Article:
What are the risks of investing in penny stocks?
- Limited liquidity — One of the reasons the price is so low for penny stocks is because of a lack of interest by buyers. That creates liquidity problems. When you want to sell, there may be no one to buy. That sometimes makes getting out in a hurry nearly impossible.
- Limited information — If a penny stock trades on the OTC, company information will be extremely limited, if it’s available at all. Unlike other stocks, there’s no steady flow of reports to base your investment decisions on.
- No exchange-imposed standards — Unless a penny stock is listed on the NYSE or Nasdaq; there’s no oversight. The company doesn’t have to meet any minimum exchange-imposed standards. This dramatically increases the possibility of fraudulent activity.
- Wide bid/ask spreads — Because of the low liquidity of penny stocks, the bid/ask spread can be uncomfortably large. You may pay $2.50 for a stock that usually sells for $2.00. This gives you an immediate 20% loss on your investment. This gets back to the lack of available buyers. The smaller the pool of buyers, the wider the spread will be.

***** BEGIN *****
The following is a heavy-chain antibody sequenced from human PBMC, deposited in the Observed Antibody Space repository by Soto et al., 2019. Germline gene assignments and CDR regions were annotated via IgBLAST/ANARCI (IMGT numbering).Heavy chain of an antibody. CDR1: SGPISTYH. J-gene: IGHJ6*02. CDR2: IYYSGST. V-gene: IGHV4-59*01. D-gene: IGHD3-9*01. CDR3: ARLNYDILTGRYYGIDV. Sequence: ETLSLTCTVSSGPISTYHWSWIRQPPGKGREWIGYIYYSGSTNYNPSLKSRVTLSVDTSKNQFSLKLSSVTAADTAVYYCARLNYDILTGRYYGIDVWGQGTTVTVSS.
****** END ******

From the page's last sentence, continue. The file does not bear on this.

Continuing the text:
- The potential for bad news — Due to the low interest in penny stocks, it would take only a few sellers — or one dumping a few thousand shares — to send the price of the stock plummeting. Just because the stock is trading at 90¢ doesn’t mean it can’t go down to 30¢. And just as the price can go up in a hurry, it can also come down just as fast. That leaves you no time to react and little opportunity to recover after the fact.
- The company could go out of business — Penny stocks represent companies that are dangling on the edge of solvency. If the company you’re invested in decides to close its doors, your investment — small that it may be — will disappear forever. Some distressed companies never recover, and most small companies never become big companies.
- Possible schemes — Keep a lookout for fraudulent deals. Watch out for pump-and-dump schemes, which is when someone claims they have insider information to inflate the price. Sometimes a promoter short sells a penny stock for a high price then gives negative news to lower the price. Also, be wary of any promoter who advises you to buy stock every time the price falls and assures you of massive profits once the price goes up.